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During the thirty years since the V-22 Osprey first flew, the tiltrotor aircraft, built by Bell Helicopter, a Textron Inc. company, and Boeing, has fundamentally changed how the U.S. Marine Corps and Air Force operate in combat and support humanitarian operations. So far, more than 375 V-22 aircraft have accumulated more than 450,000 flight hours across a spectrum of missions. The aircraft has proven to be so versatile that the U.S. Navy now has plans to begin leveraging the Osprey’s unique capabilities by using a new V-22 variant to deliver personnel and cargo to its aircraft carriers.
The V-22 has deployed to operations in Afghanistan, Iraq, and Kuwait, and has been used to carry out humanitarian operations, including earthquake relief in Haiti and Japan and hurricane response in the United States. Military leaders continue to find new uses for the V-22. The various missions it has performed to date include airborne command and control, airborne fleet logistics, combat search and rescue and special operations support, among others.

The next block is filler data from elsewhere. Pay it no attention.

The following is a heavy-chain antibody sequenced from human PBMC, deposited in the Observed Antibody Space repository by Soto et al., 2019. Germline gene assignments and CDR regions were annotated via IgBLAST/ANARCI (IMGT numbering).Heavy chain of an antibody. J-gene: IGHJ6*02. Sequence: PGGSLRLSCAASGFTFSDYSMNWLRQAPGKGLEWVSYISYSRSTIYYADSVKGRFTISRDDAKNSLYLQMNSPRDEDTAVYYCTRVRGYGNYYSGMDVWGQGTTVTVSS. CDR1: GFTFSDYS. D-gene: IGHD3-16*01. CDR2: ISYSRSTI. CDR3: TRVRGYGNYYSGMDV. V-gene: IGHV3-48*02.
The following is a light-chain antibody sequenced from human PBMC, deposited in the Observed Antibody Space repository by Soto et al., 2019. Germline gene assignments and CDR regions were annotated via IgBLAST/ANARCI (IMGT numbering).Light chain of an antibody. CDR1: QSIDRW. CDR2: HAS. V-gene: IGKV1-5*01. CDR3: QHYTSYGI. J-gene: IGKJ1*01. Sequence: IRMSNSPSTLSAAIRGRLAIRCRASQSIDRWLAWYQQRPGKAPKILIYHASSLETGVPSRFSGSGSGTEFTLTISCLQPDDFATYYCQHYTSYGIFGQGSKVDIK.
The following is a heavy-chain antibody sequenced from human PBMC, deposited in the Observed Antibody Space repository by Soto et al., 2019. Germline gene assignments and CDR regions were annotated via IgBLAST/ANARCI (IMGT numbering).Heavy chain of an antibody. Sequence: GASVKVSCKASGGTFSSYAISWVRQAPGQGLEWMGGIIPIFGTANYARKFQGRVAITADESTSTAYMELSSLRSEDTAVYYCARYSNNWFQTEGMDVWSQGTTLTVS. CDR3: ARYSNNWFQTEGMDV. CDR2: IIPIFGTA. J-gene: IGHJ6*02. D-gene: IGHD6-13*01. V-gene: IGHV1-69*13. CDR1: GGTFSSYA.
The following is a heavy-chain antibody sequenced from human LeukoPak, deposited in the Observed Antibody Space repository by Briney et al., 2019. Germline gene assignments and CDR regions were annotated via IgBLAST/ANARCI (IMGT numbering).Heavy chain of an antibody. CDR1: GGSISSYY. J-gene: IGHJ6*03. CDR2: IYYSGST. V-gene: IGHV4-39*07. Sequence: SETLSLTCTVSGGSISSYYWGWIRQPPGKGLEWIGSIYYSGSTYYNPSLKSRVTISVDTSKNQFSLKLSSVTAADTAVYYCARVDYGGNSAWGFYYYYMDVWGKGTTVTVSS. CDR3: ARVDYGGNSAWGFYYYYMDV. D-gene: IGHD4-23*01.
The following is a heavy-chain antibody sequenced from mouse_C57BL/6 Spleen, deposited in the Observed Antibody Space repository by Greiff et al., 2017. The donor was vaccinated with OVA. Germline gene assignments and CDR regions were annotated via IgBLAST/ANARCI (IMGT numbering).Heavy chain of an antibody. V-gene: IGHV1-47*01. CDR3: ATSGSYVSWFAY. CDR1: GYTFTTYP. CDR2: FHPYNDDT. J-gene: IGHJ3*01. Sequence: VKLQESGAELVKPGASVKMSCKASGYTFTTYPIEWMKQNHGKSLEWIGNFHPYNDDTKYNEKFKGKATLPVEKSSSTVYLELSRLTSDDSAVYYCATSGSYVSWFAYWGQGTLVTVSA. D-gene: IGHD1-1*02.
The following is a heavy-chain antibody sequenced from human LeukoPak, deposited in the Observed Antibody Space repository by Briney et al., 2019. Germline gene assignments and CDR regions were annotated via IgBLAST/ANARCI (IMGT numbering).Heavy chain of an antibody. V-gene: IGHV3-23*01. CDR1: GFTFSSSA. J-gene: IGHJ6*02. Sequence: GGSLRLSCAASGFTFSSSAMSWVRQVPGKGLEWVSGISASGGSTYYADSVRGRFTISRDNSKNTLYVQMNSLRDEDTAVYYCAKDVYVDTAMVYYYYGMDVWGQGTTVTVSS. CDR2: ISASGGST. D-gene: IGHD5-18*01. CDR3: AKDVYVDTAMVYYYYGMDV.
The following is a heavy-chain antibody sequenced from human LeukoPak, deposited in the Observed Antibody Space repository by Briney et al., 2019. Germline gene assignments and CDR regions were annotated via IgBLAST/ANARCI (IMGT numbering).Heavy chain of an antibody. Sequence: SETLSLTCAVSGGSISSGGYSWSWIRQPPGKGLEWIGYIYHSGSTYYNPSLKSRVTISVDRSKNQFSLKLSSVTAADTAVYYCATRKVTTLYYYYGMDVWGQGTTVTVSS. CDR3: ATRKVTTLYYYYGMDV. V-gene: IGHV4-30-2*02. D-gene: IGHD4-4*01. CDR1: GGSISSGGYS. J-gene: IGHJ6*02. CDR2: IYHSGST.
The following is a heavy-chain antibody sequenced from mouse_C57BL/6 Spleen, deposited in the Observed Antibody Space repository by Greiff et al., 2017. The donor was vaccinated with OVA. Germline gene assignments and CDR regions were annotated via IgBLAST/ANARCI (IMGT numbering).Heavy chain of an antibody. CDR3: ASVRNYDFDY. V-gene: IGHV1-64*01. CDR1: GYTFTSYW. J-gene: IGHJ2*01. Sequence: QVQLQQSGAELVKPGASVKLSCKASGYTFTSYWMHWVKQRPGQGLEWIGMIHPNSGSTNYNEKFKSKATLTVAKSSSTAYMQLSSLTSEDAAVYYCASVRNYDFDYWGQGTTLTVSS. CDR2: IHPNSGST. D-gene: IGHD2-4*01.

The V-22 Osprey’s unique tiltrotor design means the aircraft takes off and lands like a helicopter, but it flies as a propeller-driven aircraft. These characteristics offer the tactical flexibility to deploy with a smaller logistical footprint and without a runway to access areas that are unreachable with any other aircraft. At twice the speed of a helicopter (493 km/h), the Osprey can carry 24 combat troops, or up to 20,000 pounds (9,072 kg) of internal cargo or 15,000 pounds (6,084 kg) of external cargo. Its cargo bay can accommodate nine litters with medical personnel and equipment.
Major production locations are Philadelphia and Amarillo, with Rolls-Royce producing the aircraft’s two AE1107C engines in its Indianapolis facility. The V-22 industry team is not only producing new aircraft, but it is also currently working with the Marine Corps to reduce the number of aircraft configurations and simplify designs for readiness improvements for the active V-22 inventory.
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